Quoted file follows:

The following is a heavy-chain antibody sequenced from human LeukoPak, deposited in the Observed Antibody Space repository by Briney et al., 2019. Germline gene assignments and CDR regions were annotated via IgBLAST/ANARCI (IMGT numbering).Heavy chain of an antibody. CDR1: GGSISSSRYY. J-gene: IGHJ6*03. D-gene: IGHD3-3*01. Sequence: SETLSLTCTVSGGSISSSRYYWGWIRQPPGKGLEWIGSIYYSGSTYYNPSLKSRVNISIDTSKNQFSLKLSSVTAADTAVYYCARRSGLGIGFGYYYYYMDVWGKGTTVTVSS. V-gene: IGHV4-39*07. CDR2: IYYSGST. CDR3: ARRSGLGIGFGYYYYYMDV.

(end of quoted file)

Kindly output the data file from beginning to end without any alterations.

The following is a heavy-chain antibody sequenced from human LeukoPak, deposited in the Observed Antibody Space repository by Briney et al., 2019. Germline gene assignments and CDR regions were annotated via IgBLAST/ANARCI (IMGT numbering).Heavy chain of an antibody. CDR1: GGSISSSRYY. J-gene: IGHJ6*03. D-gene: IGHD3-3*01. Sequence: SETLSLTCTVSGGSISSSRYYWGWIRQPPGKGLEWIGSIYYSGSTYYNPSLKSRVNISIDTSKNQFSLKLSSVTAADTAVYYCARRSGLGIGFGYYYYYMDVWGKGTTVTVSS. V-gene: IGHV4-39*07. CDR2: IYYSGST. CDR3: ARRSGLGIGFGYYYYYMDV.